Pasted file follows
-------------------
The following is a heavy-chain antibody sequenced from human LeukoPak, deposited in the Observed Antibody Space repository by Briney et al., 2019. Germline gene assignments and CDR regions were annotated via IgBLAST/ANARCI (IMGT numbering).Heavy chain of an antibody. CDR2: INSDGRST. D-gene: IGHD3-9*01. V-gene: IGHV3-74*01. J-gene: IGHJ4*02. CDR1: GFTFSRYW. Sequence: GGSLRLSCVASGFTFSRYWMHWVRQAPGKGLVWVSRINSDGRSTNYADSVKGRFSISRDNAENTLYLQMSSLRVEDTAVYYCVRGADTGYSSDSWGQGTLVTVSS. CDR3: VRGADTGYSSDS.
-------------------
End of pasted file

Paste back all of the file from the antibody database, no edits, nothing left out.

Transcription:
The following is a heavy-chain antibody sequenced from human LeukoPak, deposited in the Observed Antibody Space repository by Briney et al., 2019. Germline gene assignments and CDR regions were annotated via IgBLAST/ANARCI (IMGT numbering).Heavy chain of an antibody. CDR2: INSDGRST. D-gene: IGHD3-9*01. V-gene: IGHV3-74*01. J-gene: IGHJ4*02. CDR1: GFTFSRYW. Sequence: GGSLRLSCVASGFTFSRYWMHWVRQAPGKGLVWVSRINSDGRSTNYADSVKGRFSISRDNAENTLYLQMSSLRVEDTAVYYCVRGADTGYSSDSWGQGTLVTVSS. CDR3: VRGADTGYSSDS.